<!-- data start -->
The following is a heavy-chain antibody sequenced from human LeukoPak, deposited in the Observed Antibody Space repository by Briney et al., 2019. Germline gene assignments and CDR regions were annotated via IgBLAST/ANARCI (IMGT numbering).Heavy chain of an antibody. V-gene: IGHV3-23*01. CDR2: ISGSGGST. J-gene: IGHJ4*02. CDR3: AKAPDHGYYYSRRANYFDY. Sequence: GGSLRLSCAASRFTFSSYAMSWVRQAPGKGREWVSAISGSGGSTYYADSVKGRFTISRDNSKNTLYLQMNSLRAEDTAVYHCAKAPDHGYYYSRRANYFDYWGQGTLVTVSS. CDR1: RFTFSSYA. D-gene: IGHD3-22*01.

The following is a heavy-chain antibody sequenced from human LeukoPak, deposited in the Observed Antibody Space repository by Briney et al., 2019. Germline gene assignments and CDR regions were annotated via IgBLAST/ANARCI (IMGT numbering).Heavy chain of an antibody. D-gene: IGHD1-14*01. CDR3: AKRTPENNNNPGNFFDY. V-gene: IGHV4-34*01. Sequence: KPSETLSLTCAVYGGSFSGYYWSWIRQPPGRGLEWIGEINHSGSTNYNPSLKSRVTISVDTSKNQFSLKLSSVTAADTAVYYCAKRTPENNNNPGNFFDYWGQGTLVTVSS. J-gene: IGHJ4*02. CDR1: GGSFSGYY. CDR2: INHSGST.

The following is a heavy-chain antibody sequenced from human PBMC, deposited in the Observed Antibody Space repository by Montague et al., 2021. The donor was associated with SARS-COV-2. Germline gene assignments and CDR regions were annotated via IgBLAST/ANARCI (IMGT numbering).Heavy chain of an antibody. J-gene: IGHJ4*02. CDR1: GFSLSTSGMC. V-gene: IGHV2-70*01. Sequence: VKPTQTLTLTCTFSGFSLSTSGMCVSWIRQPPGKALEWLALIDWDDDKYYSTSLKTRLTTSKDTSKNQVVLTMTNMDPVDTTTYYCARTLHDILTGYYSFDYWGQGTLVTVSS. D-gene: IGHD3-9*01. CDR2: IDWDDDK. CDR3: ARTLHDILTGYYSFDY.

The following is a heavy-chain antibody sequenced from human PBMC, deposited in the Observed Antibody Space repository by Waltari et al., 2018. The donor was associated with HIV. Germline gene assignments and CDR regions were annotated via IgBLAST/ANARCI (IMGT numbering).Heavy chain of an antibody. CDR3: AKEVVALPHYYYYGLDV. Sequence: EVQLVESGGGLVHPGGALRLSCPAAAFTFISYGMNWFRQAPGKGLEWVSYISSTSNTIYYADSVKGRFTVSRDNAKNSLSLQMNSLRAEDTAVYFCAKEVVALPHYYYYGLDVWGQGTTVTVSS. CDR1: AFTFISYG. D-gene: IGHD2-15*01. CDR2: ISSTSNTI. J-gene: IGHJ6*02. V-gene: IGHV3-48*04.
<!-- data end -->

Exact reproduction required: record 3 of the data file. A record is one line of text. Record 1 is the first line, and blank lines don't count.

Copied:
The following is a heavy-chain antibody sequenced from human PBMC, deposited in the Observed Antibody Space repository by Montague et al., 2021. The donor was associated with SARS-COV-2. Germline gene assignments and CDR regions were annotated via IgBLAST/ANARCI (IMGT numbering).Heavy chain of an antibody. J-gene: IGHJ4*02. CDR1: GFSLSTSGMC. V-gene: IGHV2-70*01. Sequence: VKPTQTLTLTCTFSGFSLSTSGMCVSWIRQPPGKALEWLALIDWDDDKYYSTSLKTRLTTSKDTSKNQVVLTMTNMDPVDTTTYYCARTLHDILTGYYSFDYWGQGTLVTVSS. D-gene: IGHD3-9*01. CDR2: IDWDDDK. CDR3: ARTLHDILTGYYSFDY.